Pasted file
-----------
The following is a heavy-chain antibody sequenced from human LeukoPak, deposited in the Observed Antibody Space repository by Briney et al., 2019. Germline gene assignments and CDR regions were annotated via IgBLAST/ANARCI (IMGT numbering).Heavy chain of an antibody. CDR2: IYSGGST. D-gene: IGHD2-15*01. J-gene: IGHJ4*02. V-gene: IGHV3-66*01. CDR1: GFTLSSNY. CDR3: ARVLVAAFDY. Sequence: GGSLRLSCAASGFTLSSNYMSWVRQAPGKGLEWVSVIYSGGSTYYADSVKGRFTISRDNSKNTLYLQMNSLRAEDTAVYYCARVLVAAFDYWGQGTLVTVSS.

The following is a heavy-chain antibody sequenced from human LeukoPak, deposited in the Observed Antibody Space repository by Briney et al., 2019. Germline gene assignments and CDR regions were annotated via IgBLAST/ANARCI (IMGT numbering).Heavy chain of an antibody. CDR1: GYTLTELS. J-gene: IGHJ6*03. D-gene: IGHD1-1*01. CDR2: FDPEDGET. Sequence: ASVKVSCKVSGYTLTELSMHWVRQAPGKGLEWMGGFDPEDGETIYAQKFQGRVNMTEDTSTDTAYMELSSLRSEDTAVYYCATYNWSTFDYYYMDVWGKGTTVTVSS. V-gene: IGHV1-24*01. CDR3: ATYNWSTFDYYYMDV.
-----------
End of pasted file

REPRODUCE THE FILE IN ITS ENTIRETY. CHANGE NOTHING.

The following is a heavy-chain antibody sequenced from human LeukoPak, deposited in the Observed Antibody Space repository by Briney et al., 2019. Germline gene assignments and CDR regions were annotated via IgBLAST/ANARCI (IMGT numbering).Heavy chain of an antibody. CDR2: IYSGGST. D-gene: IGHD2-15*01. J-gene: IGHJ4*02. V-gene: IGHV3-66*01. CDR1: GFTLSSNY. CDR3: ARVLVAAFDY. Sequence: GGSLRLSCAASGFTLSSNYMSWVRQAPGKGLEWVSVIYSGGSTYYADSVKGRFTISRDNSKNTLYLQMNSLRAEDTAVYYCARVLVAAFDYWGQGTLVTVSS.

The following is a heavy-chain antibody sequenced from human LeukoPak, deposited in the Observed Antibody Space repository by Briney et al., 2019. Germline gene assignments and CDR regions were annotated via IgBLAST/ANARCI (IMGT numbering).Heavy chain of an antibody. CDR1: GYTLTELS. J-gene: IGHJ6*03. D-gene: IGHD1-1*01. CDR2: FDPEDGET. Sequence: ASVKVSCKVSGYTLTELSMHWVRQAPGKGLEWMGGFDPEDGETIYAQKFQGRVNMTEDTSTDTAYMELSSLRSEDTAVYYCATYNWSTFDYYYMDVWGKGTTVTVSS. V-gene: IGHV1-24*01. CDR3: ATYNWSTFDYYYMDV.